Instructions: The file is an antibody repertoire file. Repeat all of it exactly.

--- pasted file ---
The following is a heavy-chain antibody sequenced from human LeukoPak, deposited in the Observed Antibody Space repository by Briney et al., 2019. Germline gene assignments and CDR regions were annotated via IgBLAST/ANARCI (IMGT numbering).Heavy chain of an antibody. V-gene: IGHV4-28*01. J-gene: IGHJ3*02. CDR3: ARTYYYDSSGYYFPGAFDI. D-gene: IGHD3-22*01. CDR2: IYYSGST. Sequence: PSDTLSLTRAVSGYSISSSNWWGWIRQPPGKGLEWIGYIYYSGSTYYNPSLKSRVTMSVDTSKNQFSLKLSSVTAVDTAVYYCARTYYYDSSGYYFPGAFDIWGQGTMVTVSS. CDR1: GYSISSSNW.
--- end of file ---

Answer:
The following is a heavy-chain antibody sequenced from human LeukoPak, deposited in the Observed Antibody Space repository by Briney et al., 2019. Germline gene assignments and CDR regions were annotated via IgBLAST/ANARCI (IMGT numbering).Heavy chain of an antibody. V-gene: IGHV4-28*01. J-gene: IGHJ3*02. CDR3: ARTYYYDSSGYYFPGAFDI. D-gene: IGHD3-22*01. CDR2: IYYSGST. Sequence: PSDTLSLTRAVSGYSISSSNWWGWIRQPPGKGLEWIGYIYYSGSTYYNPSLKSRVTMSVDTSKNQFSLKLSSVTAVDTAVYYCARTYYYDSSGYYFPGAFDIWGQGTMVTVSS. CDR1: GYSISSSNW.